Court tosses black man's murder conviction over racial bias

Corporate Law

Justice Brett Kavanaugh wrote the court's majority opinion. Justices Clarence Thomas and Neil Gorsuch dissented.

In Flowers' sixth trial, the jury was made up of 11 whites and one African American. District Attorney Doug Evans struck five black prospective jurors.

In the earlier trials, three convictions were tossed out, including one when the prosecutor improperly excluded African Americans from the jury. In the second trial, the judge chided Evans for striking a juror based on race. Two other trials ended when jurors couldn't reach unanimous verdicts.

"The numbers speak loudly," Kavanaugh said in a summary of his opinion that he read in the courtroom, noting that Evans had removed 41 of the 42 prospective black jurors over the six trials. "We cannot ignore that history."

In dissent, Thomas called Kavanaugh's opinion "manifestly incorrect" and wrote that Flowers presented no evidence whatsoever of purposeful race discrimination."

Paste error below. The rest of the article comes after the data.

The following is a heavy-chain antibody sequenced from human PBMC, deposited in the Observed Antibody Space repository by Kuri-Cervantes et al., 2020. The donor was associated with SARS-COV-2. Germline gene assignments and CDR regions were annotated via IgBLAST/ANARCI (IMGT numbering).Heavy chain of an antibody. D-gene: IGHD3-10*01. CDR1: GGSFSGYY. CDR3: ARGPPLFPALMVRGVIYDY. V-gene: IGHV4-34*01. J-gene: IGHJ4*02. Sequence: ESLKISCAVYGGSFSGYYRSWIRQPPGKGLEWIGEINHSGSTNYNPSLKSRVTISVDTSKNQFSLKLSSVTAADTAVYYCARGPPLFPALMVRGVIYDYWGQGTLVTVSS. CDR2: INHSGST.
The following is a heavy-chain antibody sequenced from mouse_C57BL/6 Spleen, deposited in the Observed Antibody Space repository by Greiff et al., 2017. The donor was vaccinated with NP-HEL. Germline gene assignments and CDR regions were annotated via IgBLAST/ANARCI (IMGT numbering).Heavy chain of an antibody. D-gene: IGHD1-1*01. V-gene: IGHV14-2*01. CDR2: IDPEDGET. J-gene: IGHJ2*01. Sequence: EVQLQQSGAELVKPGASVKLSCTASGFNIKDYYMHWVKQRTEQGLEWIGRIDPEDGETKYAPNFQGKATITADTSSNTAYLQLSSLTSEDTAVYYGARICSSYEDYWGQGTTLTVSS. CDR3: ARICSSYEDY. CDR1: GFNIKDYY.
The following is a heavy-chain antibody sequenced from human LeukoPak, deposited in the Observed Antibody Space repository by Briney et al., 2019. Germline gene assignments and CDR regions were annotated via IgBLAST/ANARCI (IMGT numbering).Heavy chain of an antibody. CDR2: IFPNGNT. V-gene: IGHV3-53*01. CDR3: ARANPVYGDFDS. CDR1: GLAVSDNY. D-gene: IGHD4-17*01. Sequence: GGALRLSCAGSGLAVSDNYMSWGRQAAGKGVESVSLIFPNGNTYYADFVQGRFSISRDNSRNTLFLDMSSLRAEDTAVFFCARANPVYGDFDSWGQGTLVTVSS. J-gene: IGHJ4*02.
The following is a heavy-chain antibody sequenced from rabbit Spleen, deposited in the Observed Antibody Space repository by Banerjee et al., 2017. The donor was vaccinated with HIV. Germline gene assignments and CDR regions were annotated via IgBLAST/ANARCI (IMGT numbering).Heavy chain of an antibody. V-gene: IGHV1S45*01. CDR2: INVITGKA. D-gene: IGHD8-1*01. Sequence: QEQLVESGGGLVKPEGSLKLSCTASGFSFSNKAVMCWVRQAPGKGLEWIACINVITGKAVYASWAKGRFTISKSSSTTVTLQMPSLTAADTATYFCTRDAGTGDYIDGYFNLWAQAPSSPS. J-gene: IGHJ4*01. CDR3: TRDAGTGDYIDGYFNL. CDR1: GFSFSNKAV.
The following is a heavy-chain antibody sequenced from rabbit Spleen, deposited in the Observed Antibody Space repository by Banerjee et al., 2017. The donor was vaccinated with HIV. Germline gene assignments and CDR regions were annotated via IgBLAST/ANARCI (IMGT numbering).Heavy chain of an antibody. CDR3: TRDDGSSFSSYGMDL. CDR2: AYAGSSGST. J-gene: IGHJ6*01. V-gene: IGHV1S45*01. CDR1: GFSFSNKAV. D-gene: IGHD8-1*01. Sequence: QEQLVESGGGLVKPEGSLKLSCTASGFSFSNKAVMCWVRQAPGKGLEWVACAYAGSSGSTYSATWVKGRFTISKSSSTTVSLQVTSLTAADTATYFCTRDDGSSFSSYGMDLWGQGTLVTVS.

Flowers has been in jail more than 22 years, since his arrest after four people were found shot to death in a furniture store in Winona, Mississippi, in July 1996.

Flowers was arrested several months later, described by prosecutors as a disgruntled former employee who sought revenge against the store's owner because she fired him and withheld most of his pay to cover the cost of merchandise he damaged. Nearly $300 was found missing after the killings.

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